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Whose mental health declines during economic downturns?

Nicole Black, Angela Jackson and David Johnston ()

Health Economics, 2022, vol. 31, issue 1, 250-257

Abstract: Prior research shows that economic downturns are associated with increases in mental illness. However, we know little about whose mental health is most negatively affected. Is it the young or old, men or women, employed or non‐employed, rich or poor? Using an 18‐year panel dataset of Australians, we contribute to this understanding by estimating the impact of changes in unemployment on mental health, separately by population subgroups. Our mental health measure captures psychological distress and emotional difficulties, which are often missed by infrequent event indicators such as suicides. We find that young women suffer most during economic downturns. Men and women of older ages are not significantly affected. The effects for young women are driven by those in insecure employment, and those from low socioeconomic backgrounds. Our results suggest that public health programs should emphasize the mental health of young women during economic downturns.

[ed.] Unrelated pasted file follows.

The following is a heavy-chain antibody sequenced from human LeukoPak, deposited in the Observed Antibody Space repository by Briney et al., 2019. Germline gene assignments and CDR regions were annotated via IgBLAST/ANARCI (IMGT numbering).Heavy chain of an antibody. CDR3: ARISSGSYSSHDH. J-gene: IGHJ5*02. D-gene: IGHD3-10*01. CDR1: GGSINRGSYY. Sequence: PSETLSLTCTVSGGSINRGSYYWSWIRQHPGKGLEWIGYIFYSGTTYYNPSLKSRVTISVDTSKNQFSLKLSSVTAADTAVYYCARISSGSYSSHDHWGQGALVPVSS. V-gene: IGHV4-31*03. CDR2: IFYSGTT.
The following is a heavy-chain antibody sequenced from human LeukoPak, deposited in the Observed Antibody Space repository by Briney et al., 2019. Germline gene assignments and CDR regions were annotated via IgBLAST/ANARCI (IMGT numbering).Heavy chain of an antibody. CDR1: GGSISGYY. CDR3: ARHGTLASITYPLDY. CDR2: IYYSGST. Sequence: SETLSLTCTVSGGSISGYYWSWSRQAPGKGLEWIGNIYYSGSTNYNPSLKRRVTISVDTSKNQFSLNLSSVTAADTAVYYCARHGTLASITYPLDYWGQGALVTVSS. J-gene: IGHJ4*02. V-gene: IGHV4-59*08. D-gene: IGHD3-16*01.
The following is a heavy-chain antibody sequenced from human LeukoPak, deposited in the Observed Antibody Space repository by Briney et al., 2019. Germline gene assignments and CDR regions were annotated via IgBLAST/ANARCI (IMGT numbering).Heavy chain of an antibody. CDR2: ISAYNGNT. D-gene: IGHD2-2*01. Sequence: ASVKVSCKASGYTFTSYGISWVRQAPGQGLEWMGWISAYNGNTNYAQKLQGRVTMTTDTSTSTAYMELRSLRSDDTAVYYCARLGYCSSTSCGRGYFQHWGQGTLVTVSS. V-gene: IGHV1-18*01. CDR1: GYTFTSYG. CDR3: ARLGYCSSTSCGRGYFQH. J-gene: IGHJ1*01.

Date: 2022
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Handle: RePEc:wly:hlthec:v:31:y:2022:i:1:p:250-257